Archive for August, 2017


August 28, 2017

2017-08-27Central Square-Kropyvnytskyi-2I didn’t know its name. Nowadays there are special ID apps to identify trees by their bark, twigs, buds, flowers or fruit. I just asked people I knew if they could tell me something about the handsome plants that grew in the main square of this city. The people only shrugged their shoulders. But I liked the trees even without knowing what they were called: the very fact they had no name added to their charm. They spread their branches wide and low over the ground, their leaves were big and heart-like, and the shade from them was dark and cool. You could sit under the trees for hours listening to the rippling of the fountain nearby.

2017-08-27Central Square-KropyvnytskyiLater I knew that the trees were called catalpas. They were native to a few southern states of the U.S.A.: Georgia, Alabama, Mississippi and Florida, and also to more northerly states (the species known as the Northern Catalpa) and they came to the Ukrainian steppes only recently. Now there are about 700 kinds of catalpa scattered across Japan, China, India. The trees became almost cosmopolitan.

2017-08-27blgCatalpaCatalpa takes its name from Catawaba, the name of a Native American tribe, for whom the catalpa tree is a tribal totem. And a totem it became for good reason: its wood is soft and dry, and it does not rot easily. In earlier years it was used for fence posts and as a material for railroad ties. More modern uses include furniture, interior trim and cabinetry. Catalpa has one of the lowest shrinkage/expansion rates of any U.S. hardwood. Only northern white cedar and redwood have lower shrinkage/expansion rates, and not by much. The tree’s tendency to grow crooked does not make it a source of usable lumber, but it is excellent for carving and boat-building.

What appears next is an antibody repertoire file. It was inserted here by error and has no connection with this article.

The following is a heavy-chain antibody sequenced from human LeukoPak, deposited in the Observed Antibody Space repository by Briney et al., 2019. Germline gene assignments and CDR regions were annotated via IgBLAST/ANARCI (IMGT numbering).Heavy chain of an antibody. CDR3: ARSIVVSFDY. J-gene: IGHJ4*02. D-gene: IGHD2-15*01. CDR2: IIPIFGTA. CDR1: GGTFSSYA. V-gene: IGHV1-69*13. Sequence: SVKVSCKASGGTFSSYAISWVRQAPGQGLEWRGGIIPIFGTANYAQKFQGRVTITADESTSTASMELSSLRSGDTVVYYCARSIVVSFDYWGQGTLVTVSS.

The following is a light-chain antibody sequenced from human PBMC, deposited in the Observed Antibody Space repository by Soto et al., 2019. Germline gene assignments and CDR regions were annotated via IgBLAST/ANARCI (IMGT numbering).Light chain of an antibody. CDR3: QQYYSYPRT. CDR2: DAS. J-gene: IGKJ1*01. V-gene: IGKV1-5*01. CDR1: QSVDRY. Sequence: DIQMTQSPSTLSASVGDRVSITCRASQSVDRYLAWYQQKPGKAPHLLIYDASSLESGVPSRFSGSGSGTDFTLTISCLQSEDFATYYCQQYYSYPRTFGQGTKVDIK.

The tree is fairly free from fungal diseases and has few insect enemies. The most widely know insect is the catalpa moth caterpillar, but it is widely regarded by fishing enthusiasts as one of the best live baits, and the tree may be planted strictly for this purpose, which is why it has earned the tree common names of worm tree, or bait tree. Interestingly, Catalpa regulates the number of undesirable invaders. Its leaves have a curious adaptation: nectar is secreted from their tiny glands when larvae of the moths attack them. Within 36 hours of the attack, nectar production increases massively and that attracts ants. The ants eat moth larvae and serve as the tree’s natural bodyguards.

DSC06751Catalpa prefers much sun and fertile soil – the things the Ukrainian steppe is abundant in. A huge catalpa tree grows right into my window on the fourth floor. A tribal totem of the Catawaba people and also my amulet connecting me with this place and with the world.

Tomorrow I’m leaving. I’ll be missing catalpas.


August 25, 2017

1 – 2 The roads that are always dear

3 – Erst die Arbeit, dann das Spiel, or: having mastered an electric saw

4 – 10 An oasis in the Ukrainian steppe

11—My brother and me

12 – RECIPE: potatoes are washed, each potato is halved; a piece of bacon is put in between; the potatoes are wrapped in aluminum paper as shown in the picture and buried in hot ashes. After a quarter of an hour the potatoes are taken out, unwrapped and enjoyed 🙂

13 – Thinking about the past and future



August 23, 2017

2017-08-22-cliche-2A few finishing touches to the linguistic topic of clichés. Some clichés contribute to the tonality of sarcasm or ridicule, like in parodies. Take the following imitation of sentimental (tending to be maudlin) literary prose that was popular in the 18th-century European literatures:

  • She sat apart and a cloud was hanging on her fair brow…
  • He threw himself at her feet…
  • Crushing her slander finger within his…
  • She turned a little pale…